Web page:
Bishop’s son cycles for a cause

Published June 1, 2008

Oblivious to the rain, a determined Ramesh Ferris cycles on to pursue his 7,200-kilometre journey across Canada to raise funds for the global eradication of polio.

As he hand-cycled last spring on the scenic Yellowhead Highway leading up to Alberta’s steep Obed Summit, it rained, and Ramesh Ferris found himself covered in dirt.

“Add to that all of the chain grease that accumulates on my jersey every day as I cycle, and you can imagine that I was feeling pretty gross by the end of the day,” he wrote on his blog, or Internet diary.

Nonetheless, the experience was a good reminder of why he set off on an epic 7,200-kilometre hand cycling journey across Canada.

In the world, “we have a culture of crawlers: children, teenagers and adults that have had their legs paralyzed for life because they did not receive the polio vaccine that would have protected them for life,” reflected Mr. Ferris. “In the lives of these crawlers, they are almost always dirty, because many of them depend on cut up pieces of tires for their knees, and sandals on their hands to drag them through the streets of where they live.”

With the help of family, friends, and supporters, including Rotary International, Mr. Ferris has launched Cycle to Walk, a campaign to raise funds and awareness for the global eradication of polio and to help support the rehabilitation of polio survivors in poor countries. The campaign, launched on April 12, the 53rd anniversary of the release of Dr. Jonas Salk’s polio vaccine, will end in November in Cape Spear, Nfld., the same place where Terry Fox’s Marathon of Hope campaign began.

A 28-year-old polio survivor, Mr. Ferris was adopted from India in 1982 by Bishop Ronald Ferris (then the bishop of Yukon and now the bishop of Algoma), and his wife, Jan. He had contracted polio at six months old and his biological mother, who could not afford to care for him, put him up for adoption. “I would have died if she didn’t take me to the orphanage. When you have polio, you’re susceptible to respiratory illnesses,” said Mr. Ferris in a telephone interview with the Anglican Journal, 11 days into his journey.

In 2002, Mr. Ferris visited India to meet his biological mother and visit the orphanage he once called home. He saw “the devastating reality” for polio victims with no rehabilitative support, and vowed to help.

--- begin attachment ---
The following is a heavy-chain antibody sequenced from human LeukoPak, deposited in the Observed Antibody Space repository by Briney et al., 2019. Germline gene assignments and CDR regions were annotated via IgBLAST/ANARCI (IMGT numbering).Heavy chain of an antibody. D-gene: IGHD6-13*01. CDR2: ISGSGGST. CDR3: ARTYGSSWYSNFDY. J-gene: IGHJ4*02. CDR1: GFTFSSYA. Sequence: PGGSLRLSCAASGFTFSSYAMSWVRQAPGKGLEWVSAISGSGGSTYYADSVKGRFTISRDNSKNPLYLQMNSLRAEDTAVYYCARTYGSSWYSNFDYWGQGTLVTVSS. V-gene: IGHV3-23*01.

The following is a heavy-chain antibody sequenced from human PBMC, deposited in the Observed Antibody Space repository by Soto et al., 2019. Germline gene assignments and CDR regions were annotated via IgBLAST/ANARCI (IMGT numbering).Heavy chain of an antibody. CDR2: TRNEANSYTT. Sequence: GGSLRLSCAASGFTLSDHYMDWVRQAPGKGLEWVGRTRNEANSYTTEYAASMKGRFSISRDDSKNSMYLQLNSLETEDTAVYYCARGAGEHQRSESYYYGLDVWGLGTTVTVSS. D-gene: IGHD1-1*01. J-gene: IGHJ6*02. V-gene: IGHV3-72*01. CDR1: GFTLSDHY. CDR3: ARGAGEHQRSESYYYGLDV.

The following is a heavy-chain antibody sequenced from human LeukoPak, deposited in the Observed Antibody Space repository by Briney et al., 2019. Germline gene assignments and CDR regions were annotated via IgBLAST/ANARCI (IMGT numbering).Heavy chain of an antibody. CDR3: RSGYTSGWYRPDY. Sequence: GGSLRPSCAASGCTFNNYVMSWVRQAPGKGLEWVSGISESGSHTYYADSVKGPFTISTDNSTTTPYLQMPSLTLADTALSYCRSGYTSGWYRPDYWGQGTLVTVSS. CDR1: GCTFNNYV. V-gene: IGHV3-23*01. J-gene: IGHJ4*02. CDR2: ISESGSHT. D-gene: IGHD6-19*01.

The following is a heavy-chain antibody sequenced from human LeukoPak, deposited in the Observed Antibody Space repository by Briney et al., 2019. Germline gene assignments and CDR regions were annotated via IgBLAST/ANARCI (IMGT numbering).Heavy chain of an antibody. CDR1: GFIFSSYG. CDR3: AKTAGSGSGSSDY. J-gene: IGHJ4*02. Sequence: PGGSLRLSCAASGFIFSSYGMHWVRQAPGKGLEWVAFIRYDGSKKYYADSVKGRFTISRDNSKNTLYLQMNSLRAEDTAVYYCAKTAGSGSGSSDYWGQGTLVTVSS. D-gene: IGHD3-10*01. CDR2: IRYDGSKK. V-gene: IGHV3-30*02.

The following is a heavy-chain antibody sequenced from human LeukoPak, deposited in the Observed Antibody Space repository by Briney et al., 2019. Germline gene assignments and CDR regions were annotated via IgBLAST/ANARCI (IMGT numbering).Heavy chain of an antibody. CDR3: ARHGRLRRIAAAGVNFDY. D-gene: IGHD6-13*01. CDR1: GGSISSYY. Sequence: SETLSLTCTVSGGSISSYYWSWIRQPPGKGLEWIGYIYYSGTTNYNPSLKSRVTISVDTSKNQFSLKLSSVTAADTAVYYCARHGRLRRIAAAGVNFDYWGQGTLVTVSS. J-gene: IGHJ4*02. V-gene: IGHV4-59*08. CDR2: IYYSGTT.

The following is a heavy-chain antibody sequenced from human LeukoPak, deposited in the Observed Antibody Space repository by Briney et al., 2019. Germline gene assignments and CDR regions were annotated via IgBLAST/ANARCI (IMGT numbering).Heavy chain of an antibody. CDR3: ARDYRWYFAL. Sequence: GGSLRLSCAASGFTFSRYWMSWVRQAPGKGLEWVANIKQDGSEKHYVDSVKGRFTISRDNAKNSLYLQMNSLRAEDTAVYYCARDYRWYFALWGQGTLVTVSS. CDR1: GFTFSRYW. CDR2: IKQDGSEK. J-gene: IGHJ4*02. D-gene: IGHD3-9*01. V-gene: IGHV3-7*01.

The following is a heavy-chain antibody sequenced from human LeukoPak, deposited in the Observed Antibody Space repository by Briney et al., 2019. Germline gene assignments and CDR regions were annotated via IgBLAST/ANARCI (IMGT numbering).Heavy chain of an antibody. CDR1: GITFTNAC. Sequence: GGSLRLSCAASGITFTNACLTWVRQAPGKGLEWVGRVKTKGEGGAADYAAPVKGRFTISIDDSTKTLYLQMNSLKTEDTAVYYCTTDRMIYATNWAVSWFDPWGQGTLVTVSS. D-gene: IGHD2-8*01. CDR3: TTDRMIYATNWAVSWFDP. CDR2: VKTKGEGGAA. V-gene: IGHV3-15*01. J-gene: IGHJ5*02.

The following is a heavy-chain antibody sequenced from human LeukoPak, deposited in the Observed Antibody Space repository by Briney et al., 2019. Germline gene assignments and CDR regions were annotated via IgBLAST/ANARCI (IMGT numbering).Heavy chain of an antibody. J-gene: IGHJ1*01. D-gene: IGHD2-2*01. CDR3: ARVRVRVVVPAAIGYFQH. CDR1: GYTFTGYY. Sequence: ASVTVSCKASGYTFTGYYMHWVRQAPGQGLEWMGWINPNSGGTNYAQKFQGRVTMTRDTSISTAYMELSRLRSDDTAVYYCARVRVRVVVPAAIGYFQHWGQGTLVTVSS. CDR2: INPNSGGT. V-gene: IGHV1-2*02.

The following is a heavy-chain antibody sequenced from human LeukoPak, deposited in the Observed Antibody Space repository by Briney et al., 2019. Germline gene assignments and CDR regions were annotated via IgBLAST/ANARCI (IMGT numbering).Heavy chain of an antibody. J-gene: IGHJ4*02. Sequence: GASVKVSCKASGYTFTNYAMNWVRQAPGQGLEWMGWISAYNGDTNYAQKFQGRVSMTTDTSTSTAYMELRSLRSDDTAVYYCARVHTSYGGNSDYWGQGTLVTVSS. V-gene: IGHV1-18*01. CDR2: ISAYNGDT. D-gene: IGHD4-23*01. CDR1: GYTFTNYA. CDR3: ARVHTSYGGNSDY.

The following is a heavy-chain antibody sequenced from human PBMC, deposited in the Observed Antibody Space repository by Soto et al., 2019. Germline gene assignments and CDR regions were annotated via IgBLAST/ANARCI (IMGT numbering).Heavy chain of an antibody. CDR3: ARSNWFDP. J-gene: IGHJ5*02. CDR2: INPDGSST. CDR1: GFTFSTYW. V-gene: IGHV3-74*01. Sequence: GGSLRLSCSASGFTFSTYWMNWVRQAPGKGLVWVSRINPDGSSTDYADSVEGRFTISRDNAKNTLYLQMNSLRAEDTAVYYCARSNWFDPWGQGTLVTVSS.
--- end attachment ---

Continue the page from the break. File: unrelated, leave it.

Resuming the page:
“A lot of people were surprised that the campaign has to do with polio because it’s a non-issue for most Canadians. They think it has been dealt with. But when I talk about how 4.5 million Canadians are not protected (from the viral infection), they listen,” said Mr. Ferris. “I would hope that by doing this (campaign), Canadians will open their hearts and their wallets and put Canada’s support behind this and send out a message of unity.”

(Canada’s immunization rate against polio is at 89 per cent, leaving 11 per cent vulnerable to infection.)

Part of Mr. Ferris’ tour includes speaking to churches (not just Anglican), schools and community organizations.

The campaign hopes to educate and raise $10 million, or $1 for each polio survivor worldwide.

Mr. Ferris said 75 per cent of money raised would go toward Rotary International’s PolioPlus immunization program, and the rest for rehabilitation and education.

A single dose of vaccine costs as little as $0.60 U.S., said Mr. Ferris, but polio remains endemic in four countries – Nigeria, India, Pakistan, and Afghanistan. It has also resurfaced in the Democratic Republic of the Congo, which had 41 new cases in 2007. In today’s world where travel to virtually any part of the world is possible, “all non-immunized people are at risk,” he noted. “As long as there’s a single case, no country is polio-free.” The polio virus enters through the mouth and multiplies in tonsils and lymph nodes before proceeding to the gastrointestinal tract. It can cause paralysis within hours.

Mr. Ferris’ parents and siblings have lent their support to his campaign.

“We’re all very proud of him,” said Jan Ferris.

“He has great leadership skills and tremendous drive and determination,” said Bishop Ferris, who adds that his son learned to walk with a brace at age three. At age nine, he had a paper route and since he couldn’t take the whole stack of papers at once he had to make several trips to deliver them all. He was also a youth leader in Algoma and student president at Confederation College in Thunder Bay, Ont.

“It was very touching to hear my father say, ‘you’ve already exceeded our expectations,'” said Mr. Ferris. “It meant a lot to me.”

Mr. Ferris’ tour included a ceremonial launch in Whitehorse, where his father was a former bishop and where he first learned to walk using assistive devices following extensive orthopedic surgeries. In July, he will pass through his father’s diocese of Algoma, travelling from Thunder Bay, Ont., east to Espanola and across Manitoulin Island.

For more information about Mr. Ferris’ campaign, visit his Web site,


  • Marites N. Sison

    Marites (Tess) Sison was editor of the Anglican Journal from August 2014 to July 2018, and senior staff writer from December 2003 to July 2014. An award-winning journalist, she has more that three decades of professional journalism experience in Canada and overseas. She has contributed to The Toronto Star and CBC Radio, and worked as a stringer for The New York Times.

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